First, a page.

CV techniques are revolutionary but work off perfunctory tech like CCTV. By integrating with IP cameras, for example, CV can be trained to respond to digital images in real-time. In warehouses or factories, it can be used to assess the current state of equipment or machinery, to check if a worker is wearing a hard hat or if staff are maintaining social distance. By integrating with an IIoT ecosystem, it can be set up to monitor specific locations. By feeding data from sensors into predictive AI algorithms it can learn to detect patterns and flag potential hazards ahead of time.
What sets CV apart?
The technology continues to develop. Away from the factory floor, drone mounted cameras are being used to conduct remote inspections of hazardous environments like construction sites, malfunctioning equipment, or inaccessible domains. By using CV, they’re able to spot hazards, incidents, and danger from the sky – giving a new vantage point and reducing the need to put human inspectors at risk.
That example gives rise to the notion that in-field and remote workers could be tracked and traced using a combination of GPS and CV-backed video drones, combining the strengths of one technology with another to protect their workforce. At the rate computer vision is developing such a solution wouldn’t be a surprise in the very near future.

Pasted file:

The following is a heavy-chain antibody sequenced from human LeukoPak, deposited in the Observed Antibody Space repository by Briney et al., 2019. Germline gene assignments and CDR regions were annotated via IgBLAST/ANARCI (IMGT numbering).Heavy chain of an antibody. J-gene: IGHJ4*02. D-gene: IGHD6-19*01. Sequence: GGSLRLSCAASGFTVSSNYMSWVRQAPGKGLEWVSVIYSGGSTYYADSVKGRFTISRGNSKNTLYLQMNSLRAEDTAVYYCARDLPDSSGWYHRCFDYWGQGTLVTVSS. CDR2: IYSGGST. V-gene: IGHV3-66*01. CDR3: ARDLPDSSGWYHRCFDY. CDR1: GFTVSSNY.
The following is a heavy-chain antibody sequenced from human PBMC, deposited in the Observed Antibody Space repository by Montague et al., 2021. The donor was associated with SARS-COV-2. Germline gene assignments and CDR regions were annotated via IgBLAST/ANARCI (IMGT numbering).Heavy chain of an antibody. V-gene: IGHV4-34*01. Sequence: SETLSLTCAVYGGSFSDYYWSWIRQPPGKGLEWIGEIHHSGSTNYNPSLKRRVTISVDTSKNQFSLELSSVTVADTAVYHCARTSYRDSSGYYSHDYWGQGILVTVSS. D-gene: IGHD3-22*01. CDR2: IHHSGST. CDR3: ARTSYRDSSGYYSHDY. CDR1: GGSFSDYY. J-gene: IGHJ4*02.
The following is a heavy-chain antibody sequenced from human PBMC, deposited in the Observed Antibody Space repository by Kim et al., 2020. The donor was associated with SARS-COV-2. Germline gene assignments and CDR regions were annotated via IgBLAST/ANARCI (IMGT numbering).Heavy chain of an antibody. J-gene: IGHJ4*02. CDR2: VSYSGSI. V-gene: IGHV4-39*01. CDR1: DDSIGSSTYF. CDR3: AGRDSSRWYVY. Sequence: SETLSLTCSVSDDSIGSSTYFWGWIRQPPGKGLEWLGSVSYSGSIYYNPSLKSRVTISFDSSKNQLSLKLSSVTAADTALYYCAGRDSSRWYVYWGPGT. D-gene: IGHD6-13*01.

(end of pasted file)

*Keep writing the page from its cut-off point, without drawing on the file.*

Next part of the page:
Indeed, the technology is eminently scalable, which is a major differentiating to those in more widespread. Its ability to learn from both human feedback and from the environment it surveys makes CV a safer bet from a safety perspective, and as a long-term investment. By learning from scenarios, it can reduce false alarms, mitigate future risks, and predict with a high degree of accuracy how and why an incident might be about to happen.
In fact, it is this versatility that sets it apart. Because it is relatively simple to apply CV AI models from one scenario to another it has a potentially limitless number of use cases and points of customisation. Take the pandemic as an example. Let’s say a manufacturer wanted to monitor social distancing and mask wearing among its office workers. That’s something CV AI could be trained to do for them using input and data from its CCTV network.
That same company could expand the remit of that model to check whether its plant engineers are wearing safety goggles and helmets, to look for fire hazards or for chemical spills. It’s just a matter of training the model to do so and actually requires no additional hardware because it is working with the same camera/CCTV system the original model is working with. To that end, it’s not only more versatile and scalable, but also far more cost effective in the long run because it requires no investment in hardware.
We are all aware that cultivating safe workspaces is now far more important than it has ever been. The events of the last year were unforeseen but have shone a light on the need to take proactive measures when it comes to health and safety. We can’t be certain that another Black Swan event will take place, but we can be sure that health & safety should always improve. By leveraging new and existing technologies, that is most certainly possible.